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To: House of Representatives

Urgently stop National Library from sending thousands of books to the Philippines

Urgently stop National Library from sending thousands of books to the Philippines

We are asking that the House of Representatives urgently stop the National Library from sending overseas published books from its collection to the Philippines, require it to publicly consult about the best way of preserving, managing and offering these books to the public.

We believe this has been decided without enough consideration, and that these books are of universal interest and are a historical part of the National Library of New Zealand. Most of the Overseas Published Books Collection, featuring over 600,000 books from many countries, will soon leave our country, to go to the Philippines where they may be digitized by Internet Archive. The Library has already disposed of many of these overseas published books and we believe none will ever come back again.

Why is this important?

November 29:
There has been progress!
National Library reconsiders agreement with Internet Archive
But we still need your signature since we request the agreement with Internet-Archive to be cancelled, and not just suspended.

see article in Stuff

Available on the National Library website:
"Te Puna Mātauranga o Aotearoa National Library is reconsidering its plans for the Overseas Published Collections in light of concerns raised by interested parties, including issues associated with copyright. The National Library will not export any of the Overseas Published Collections until it considers its next step"

This is good news since we are seeking an MP to present our petition to Parliament, and asking him/her to support us regarding the future of the National Library's collecting, managing and offering of overseas published books to the public

Who is responsible for the books ?

the library in images on youtube

Groups Opposed:
Writers Against National Library Disposals

See the photos of our Nov. 11 event "Writers against National Library Disposals" at St Peter's Willis St in DomStuff for a good idea of the atmosphere or check out Karyn Hay’s LATELY for a live cross just after the event
15 Nov, Newsroom

Extract from Scoop. 29 Oct

"All the hard work of thoughtful librarians, their acquisitions and curation over the past century (and more), will be undone. The National Library is descended from the General Assembly Library, founded in 1862. Some of our books threatened with disposal, and many in the Alexander Turnbull Library have drawn from that heritage. The books are part of our tradition. They are special items, not worthless, ageing assets – and their value is increasing with time.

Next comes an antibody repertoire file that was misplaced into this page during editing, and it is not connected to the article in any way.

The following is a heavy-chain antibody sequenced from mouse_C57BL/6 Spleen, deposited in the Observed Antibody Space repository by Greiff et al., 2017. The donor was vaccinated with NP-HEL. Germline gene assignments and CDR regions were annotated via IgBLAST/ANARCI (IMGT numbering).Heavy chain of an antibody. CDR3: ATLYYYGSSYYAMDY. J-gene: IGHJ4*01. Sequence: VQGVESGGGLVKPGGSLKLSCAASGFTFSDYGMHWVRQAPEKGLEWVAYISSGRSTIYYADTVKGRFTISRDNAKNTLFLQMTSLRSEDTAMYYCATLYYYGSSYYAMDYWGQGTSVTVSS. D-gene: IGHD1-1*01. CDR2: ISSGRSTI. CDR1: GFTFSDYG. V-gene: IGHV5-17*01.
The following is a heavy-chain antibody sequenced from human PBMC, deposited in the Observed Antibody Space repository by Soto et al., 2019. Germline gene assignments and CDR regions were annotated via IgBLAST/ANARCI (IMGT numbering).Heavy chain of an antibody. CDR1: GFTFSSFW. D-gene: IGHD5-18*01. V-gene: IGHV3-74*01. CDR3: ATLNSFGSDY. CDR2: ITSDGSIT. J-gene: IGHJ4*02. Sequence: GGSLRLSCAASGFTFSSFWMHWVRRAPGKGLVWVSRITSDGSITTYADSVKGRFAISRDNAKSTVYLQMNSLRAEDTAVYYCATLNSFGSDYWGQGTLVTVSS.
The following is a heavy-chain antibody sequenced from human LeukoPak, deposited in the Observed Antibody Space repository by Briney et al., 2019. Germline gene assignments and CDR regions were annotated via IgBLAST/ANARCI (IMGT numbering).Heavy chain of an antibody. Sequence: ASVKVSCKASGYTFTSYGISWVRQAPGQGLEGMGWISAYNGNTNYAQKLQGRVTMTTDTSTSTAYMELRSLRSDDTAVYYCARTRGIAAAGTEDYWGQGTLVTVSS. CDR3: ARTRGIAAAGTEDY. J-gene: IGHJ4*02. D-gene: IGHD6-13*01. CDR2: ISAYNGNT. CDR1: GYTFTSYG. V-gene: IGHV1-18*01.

All attempts to persuade our politicians that responsible curation of these collections is crucial for a fully resourced 21st-century national library have failed until now. These politicians, through the library’s directors, are effectively ‘legislating’ (in the philosophical sense) against our books.

Public outcry is now our recourse."

William Direen

What happened:

Two years ago the National Library announced a plan to rid itself of most of its Overseas Published Collection. These books are national assets and should be treated this way. They contain a wealth of knowledge we do not want to lose. They will be costly to replace, and some will not be able to be replaced. Researchers, writers and students use this collection regularly.

▪︎ Over 600 000 books were initially slated for "secure destruction " by the National Library.
▪︎ The National Library's own statistics show these books are used about as much as any other part of the National Library's collection.
▪︎ 57 000 of the books were sent to a massive book sale at Trentham earlier this year. Approximately 10 000 sold.
▪︎ The National Library has entered into a contract to gift 428 000 books to an American company, Internet Archive, in return for digitising the books. The books will never come back again
▪︎ Internet Archive is facing a major lawsuit alleging breach of copyright in the USA and is opposed by writers and publishers groups nationally and internationally

The National Library's rationale for getting rid of the books has shifted over time.
▪︎ It started as a cost saving exercise so it did not have to pay for storing them. "Secure destruction " was its original plan.
Publishers figures for 2019 showed 2662 books were published in New Zealand. It would take 150 years to fill the space left by getting rid of the Overseas Published Collection.

We ask that
▪︎The contract with Internet Archive be cancelled
Parliament must ensure that the National Library carries out its job in a careful, prudent way as envisaged by those who drafted the legislation it currently operates under.

Scoop 8 Nov


How it will be delivered

As soon as a decision regarding Internet Archive is made, it will go on the Parliament site, and an MP will present the petition to a committee for consideration (any MP could do it, but we are looking for a personality along with a party which accepts to support us). We hope that this Committee will recommend action to the Government, which will have 90 days to make a decision


2021-11-15 10:12:59 +1300

500 signatures reached

2021-11-12 04:54:21 +1300

100 signatures reached

2021-11-11 19:13:27 +1300

50 signatures reached

2021-11-11 16:30:33 +1300

25 signatures reached

2021-11-11 14:34:44 +1300

10 signatures reached